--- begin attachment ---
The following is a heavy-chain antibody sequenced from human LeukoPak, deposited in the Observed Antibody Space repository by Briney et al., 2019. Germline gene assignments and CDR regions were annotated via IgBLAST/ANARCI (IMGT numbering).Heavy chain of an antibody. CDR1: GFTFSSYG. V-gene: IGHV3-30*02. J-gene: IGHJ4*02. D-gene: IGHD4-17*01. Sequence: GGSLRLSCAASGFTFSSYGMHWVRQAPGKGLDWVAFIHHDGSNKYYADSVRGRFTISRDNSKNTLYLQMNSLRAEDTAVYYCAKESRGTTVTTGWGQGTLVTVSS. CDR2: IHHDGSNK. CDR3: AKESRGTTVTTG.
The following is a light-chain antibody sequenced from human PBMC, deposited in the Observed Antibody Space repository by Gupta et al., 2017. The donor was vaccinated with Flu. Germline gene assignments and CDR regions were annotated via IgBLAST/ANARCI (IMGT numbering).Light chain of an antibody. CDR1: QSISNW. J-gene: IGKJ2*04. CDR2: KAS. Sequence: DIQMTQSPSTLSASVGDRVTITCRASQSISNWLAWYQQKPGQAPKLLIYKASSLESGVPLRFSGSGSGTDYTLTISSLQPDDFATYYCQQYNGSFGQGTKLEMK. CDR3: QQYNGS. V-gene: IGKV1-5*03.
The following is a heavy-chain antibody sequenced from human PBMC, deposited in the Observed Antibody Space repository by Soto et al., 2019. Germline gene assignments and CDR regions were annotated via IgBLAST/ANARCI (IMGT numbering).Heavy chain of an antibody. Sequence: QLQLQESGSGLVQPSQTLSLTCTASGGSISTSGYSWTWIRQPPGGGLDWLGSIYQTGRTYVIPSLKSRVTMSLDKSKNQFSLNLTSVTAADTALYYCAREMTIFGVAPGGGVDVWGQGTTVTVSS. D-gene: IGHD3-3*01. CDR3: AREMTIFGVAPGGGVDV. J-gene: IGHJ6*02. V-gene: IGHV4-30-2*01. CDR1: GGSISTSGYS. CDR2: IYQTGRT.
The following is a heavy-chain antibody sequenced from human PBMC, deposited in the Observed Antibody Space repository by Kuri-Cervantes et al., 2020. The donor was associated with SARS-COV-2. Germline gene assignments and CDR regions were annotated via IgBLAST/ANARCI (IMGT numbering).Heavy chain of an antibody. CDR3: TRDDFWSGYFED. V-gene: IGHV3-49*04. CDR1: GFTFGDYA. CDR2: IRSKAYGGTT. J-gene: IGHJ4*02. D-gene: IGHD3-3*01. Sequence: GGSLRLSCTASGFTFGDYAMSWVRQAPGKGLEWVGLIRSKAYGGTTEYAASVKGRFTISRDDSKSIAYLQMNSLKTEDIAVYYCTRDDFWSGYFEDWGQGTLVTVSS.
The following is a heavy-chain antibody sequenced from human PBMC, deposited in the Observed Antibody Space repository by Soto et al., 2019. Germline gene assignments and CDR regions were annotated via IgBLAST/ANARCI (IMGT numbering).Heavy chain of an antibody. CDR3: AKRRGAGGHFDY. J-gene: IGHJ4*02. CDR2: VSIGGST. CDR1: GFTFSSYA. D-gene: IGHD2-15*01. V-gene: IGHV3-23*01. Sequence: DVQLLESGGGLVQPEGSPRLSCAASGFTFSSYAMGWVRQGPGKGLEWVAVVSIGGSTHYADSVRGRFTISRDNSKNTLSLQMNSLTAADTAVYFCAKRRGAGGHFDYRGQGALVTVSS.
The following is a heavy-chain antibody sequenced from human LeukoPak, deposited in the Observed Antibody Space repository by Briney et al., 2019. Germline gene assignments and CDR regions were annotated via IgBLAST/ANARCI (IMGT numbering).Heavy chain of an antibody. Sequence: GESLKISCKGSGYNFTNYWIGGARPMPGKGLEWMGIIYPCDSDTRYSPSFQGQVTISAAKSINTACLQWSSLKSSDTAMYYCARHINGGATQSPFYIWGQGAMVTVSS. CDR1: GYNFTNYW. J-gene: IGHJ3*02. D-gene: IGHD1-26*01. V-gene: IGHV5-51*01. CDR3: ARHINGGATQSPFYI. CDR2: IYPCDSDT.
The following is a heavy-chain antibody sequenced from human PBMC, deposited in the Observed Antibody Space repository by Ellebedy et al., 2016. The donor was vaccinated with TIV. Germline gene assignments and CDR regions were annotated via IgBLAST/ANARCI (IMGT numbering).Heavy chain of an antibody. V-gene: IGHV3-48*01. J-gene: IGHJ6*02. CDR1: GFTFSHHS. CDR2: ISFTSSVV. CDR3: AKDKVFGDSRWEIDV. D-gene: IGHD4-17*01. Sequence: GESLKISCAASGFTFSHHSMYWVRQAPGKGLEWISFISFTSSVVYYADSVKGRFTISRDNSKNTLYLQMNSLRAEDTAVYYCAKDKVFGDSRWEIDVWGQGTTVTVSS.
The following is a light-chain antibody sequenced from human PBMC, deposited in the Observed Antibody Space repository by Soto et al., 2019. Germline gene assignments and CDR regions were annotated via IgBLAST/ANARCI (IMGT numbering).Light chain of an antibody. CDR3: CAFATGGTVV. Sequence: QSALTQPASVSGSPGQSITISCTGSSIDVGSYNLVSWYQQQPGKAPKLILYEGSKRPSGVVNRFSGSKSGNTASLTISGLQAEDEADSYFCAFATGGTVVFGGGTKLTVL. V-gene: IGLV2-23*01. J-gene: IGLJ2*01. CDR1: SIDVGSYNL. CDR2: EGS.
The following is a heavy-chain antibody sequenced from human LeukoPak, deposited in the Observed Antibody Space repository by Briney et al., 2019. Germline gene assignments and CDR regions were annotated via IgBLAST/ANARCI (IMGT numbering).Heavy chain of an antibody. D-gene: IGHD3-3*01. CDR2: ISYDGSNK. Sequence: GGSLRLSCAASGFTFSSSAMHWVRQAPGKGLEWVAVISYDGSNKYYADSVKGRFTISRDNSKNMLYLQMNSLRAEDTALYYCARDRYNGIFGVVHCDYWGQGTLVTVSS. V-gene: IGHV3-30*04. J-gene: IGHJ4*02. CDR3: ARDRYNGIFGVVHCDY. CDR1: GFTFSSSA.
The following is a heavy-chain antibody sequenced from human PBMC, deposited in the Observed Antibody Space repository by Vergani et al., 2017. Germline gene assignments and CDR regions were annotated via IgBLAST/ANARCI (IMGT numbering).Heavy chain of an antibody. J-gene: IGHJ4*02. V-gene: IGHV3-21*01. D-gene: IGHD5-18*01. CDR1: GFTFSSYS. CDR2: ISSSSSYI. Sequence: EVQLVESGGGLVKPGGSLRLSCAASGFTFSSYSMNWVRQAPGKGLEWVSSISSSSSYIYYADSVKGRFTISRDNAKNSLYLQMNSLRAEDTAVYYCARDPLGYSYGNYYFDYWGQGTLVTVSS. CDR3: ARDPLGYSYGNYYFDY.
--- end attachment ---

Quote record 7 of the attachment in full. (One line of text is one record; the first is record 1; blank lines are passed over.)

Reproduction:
The following is a heavy-chain antibody sequenced from human PBMC, deposited in the Observed Antibody Space repository by Ellebedy et al., 2016. The donor was vaccinated with TIV. Germline gene assignments and CDR regions were annotated via IgBLAST/ANARCI (IMGT numbering).Heavy chain of an antibody. V-gene: IGHV3-48*01. J-gene: IGHJ6*02. CDR1: GFTFSHHS. CDR2: ISFTSSVV. CDR3: AKDKVFGDSRWEIDV. D-gene: IGHD4-17*01. Sequence: GESLKISCAASGFTFSHHSMYWVRQAPGKGLEWISFISFTSSVVYYADSVKGRFTISRDNSKNTLYLQMNSLRAEDTAVYYCAKDKVFGDSRWEIDVWGQGTTVTVSS.